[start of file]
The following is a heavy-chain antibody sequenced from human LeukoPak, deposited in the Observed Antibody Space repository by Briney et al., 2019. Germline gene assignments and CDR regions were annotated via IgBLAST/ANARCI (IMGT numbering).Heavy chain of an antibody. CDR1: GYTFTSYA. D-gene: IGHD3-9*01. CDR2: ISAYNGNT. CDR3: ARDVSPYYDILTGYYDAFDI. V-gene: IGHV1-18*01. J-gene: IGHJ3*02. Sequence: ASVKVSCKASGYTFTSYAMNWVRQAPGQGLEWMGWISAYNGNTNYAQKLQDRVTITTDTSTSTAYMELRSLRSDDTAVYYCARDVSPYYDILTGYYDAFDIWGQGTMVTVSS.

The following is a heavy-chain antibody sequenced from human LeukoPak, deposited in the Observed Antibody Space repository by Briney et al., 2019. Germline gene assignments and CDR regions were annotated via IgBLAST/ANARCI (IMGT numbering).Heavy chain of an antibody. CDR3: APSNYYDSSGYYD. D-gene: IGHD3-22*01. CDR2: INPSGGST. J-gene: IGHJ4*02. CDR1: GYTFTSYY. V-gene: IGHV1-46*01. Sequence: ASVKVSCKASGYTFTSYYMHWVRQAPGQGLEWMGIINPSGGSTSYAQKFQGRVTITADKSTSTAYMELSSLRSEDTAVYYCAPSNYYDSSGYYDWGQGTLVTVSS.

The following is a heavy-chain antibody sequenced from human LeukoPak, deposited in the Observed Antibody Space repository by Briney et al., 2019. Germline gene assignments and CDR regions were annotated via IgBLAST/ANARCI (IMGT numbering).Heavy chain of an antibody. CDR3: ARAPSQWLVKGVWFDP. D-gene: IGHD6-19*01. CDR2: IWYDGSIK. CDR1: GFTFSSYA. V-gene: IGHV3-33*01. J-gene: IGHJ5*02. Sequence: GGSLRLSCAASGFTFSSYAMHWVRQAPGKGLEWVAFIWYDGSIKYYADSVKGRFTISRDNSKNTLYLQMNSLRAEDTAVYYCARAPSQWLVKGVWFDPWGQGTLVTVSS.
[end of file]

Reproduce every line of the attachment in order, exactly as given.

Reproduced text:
The following is a heavy-chain antibody sequenced from human LeukoPak, deposited in the Observed Antibody Space repository by Briney et al., 2019. Germline gene assignments and CDR regions were annotated via IgBLAST/ANARCI (IMGT numbering).Heavy chain of an antibody. CDR1: GYTFTSYA. D-gene: IGHD3-9*01. CDR2: ISAYNGNT. CDR3: ARDVSPYYDILTGYYDAFDI. V-gene: IGHV1-18*01. J-gene: IGHJ3*02. Sequence: ASVKVSCKASGYTFTSYAMNWVRQAPGQGLEWMGWISAYNGNTNYAQKLQDRVTITTDTSTSTAYMELRSLRSDDTAVYYCARDVSPYYDILTGYYDAFDIWGQGTMVTVSS.

The following is a heavy-chain antibody sequenced from human LeukoPak, deposited in the Observed Antibody Space repository by Briney et al., 2019. Germline gene assignments and CDR regions were annotated via IgBLAST/ANARCI (IMGT numbering).Heavy chain of an antibody. CDR3: APSNYYDSSGYYD. D-gene: IGHD3-22*01. CDR2: INPSGGST. J-gene: IGHJ4*02. CDR1: GYTFTSYY. V-gene: IGHV1-46*01. Sequence: ASVKVSCKASGYTFTSYYMHWVRQAPGQGLEWMGIINPSGGSTSYAQKFQGRVTITADKSTSTAYMELSSLRSEDTAVYYCAPSNYYDSSGYYDWGQGTLVTVSS.

The following is a heavy-chain antibody sequenced from human LeukoPak, deposited in the Observed Antibody Space repository by Briney et al., 2019. Germline gene assignments and CDR regions were annotated via IgBLAST/ANARCI (IMGT numbering).Heavy chain of an antibody. CDR3: ARAPSQWLVKGVWFDP. D-gene: IGHD6-19*01. CDR2: IWYDGSIK. CDR1: GFTFSSYA. V-gene: IGHV3-33*01. J-gene: IGHJ5*02. Sequence: GGSLRLSCAASGFTFSSYAMHWVRQAPGKGLEWVAFIWYDGSIKYYADSVKGRFTISRDNSKNTLYLQMNSLRAEDTAVYYCARAPSQWLVKGVWFDPWGQGTLVTVSS.